This is the overall strategic context for this book, which helpfully details the nature of US and UK naval operations in the region, particularly in the period after 1979. That the US and the UK governments felt the need to send naval units back into the Persian Gulf, to keep the maritime peace there, as the UK had done for a century and a half before its over-hasty retreat in 1971, shows both the folly of leaving a strategic vacuum there in the 1970s and the endemically fractious nature of the region. Given the importance of Gulf hydrocarbons to the world’s economy its policing simply could not be left to the littoral powers, who were divided by deadly rivalries.
The US and the UK have since 1979 tried to put the genie of insecurity in the Gulf back into the bottle. But the genie, in the shape of Saddam Hussein, or the Thief of Baghdad, grew to such great proportions that it required an increasing military, and especially naval, effort by the two main western powers to accomplish this herculean feat. As evidence of this, during the Iraq War in 2003 no less than five carrier battle groups were deployed by the US to the region, as Ballantyne details.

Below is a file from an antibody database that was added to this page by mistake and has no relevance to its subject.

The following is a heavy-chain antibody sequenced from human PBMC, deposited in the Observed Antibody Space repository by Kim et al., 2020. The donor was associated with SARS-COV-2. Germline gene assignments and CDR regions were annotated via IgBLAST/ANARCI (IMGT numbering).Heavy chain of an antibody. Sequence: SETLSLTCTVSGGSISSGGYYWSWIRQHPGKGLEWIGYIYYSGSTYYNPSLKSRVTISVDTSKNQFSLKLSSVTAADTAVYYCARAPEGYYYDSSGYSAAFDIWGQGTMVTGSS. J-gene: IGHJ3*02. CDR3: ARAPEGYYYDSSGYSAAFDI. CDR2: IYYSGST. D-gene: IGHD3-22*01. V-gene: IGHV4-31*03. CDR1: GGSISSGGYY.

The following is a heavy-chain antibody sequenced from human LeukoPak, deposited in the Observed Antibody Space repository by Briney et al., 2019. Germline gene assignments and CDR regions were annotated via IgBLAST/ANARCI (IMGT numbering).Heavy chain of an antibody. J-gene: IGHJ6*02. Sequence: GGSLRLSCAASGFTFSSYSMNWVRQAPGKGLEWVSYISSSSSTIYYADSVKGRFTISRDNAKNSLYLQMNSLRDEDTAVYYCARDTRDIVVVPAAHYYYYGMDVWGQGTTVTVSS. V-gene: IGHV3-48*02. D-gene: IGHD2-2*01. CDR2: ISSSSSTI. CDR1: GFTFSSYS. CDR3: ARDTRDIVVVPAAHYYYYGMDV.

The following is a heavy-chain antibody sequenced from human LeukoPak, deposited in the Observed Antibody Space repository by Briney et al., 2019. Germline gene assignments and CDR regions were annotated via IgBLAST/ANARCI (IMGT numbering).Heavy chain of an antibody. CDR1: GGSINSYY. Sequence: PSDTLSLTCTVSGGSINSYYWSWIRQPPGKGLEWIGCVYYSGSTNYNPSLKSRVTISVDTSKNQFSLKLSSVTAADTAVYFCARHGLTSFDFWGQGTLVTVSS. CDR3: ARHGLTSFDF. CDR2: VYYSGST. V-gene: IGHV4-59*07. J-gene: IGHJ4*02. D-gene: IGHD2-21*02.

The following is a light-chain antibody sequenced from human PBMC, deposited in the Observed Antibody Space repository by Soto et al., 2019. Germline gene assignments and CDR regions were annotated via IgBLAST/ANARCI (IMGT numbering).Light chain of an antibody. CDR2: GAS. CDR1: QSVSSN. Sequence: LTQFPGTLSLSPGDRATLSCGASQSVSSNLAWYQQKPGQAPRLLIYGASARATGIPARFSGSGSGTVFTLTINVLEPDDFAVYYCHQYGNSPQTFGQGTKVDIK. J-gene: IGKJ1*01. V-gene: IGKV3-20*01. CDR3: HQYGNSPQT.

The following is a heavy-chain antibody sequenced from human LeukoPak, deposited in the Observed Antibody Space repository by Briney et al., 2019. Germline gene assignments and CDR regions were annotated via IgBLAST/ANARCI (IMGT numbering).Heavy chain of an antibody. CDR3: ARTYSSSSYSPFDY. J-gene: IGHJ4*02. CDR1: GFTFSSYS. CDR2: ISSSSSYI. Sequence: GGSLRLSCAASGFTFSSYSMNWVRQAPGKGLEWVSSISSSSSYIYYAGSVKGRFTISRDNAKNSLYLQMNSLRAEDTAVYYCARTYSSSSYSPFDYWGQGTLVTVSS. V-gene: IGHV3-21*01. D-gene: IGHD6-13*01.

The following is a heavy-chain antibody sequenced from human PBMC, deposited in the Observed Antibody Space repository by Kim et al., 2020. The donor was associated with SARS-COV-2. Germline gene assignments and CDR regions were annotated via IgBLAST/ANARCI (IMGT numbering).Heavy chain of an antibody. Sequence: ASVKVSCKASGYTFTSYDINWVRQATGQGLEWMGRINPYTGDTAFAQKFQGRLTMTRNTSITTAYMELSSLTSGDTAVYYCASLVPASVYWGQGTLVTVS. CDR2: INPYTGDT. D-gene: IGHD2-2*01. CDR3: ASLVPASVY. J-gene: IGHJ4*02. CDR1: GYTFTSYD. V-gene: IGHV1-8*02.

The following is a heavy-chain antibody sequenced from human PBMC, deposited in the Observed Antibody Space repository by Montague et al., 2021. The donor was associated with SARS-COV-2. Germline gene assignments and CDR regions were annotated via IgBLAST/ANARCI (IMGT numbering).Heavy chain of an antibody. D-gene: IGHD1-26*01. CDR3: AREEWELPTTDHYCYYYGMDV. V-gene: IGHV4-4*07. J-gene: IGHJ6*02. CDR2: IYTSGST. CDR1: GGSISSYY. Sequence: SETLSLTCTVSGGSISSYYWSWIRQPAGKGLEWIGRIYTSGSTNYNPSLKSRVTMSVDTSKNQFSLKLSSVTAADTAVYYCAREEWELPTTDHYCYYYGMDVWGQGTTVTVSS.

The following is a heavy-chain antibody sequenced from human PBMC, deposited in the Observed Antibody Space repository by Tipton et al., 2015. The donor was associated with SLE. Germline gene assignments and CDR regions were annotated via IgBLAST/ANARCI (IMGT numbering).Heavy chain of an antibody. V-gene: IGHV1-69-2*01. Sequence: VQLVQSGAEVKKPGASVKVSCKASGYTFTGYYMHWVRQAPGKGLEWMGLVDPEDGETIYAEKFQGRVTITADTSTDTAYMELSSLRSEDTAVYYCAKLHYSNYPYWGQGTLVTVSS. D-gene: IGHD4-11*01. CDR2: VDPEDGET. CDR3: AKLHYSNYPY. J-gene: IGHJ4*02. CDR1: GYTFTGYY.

What is noteworthy is that the US Navy and the Royal Navy became bolder with regard to the deployment of their ‘big ships’ into the Gulf in the three wars fought there after 1979. In the Iran-Iraq War of the 1980s, the US and the UK kept their carriers out of the Gulf because of the mine threat. In the later stages of the Kuwait War, especially in February 1991, the US Navy was prepared to put its amphibious assault ships into the northern Gulf, alongside the battleship USS Missouri. But even here ‘Mine Danger Red’ led to both the USS Tripoli and the USS Princeton being struck by mines and having to limp into dry-dock for repairs in Dubai. The Missouri would have joined them if it had not been for the fast-reactions of HMS Gloucester, and its Sea Dart SAMs that brought down an Iraqi Silkworm missile seconds before it hit the iconic World War II symbol of US power.
By the Iraq War in 2003, the US Navy and the Royal Navy had such confidence in their multi-tiered defences that they deployed their carriers into the northern Gulf and had naval units up the Khaur al Abdullah (KAA) in support of the Royal Marine commando landings on the Fao Peninsula en route to Basra.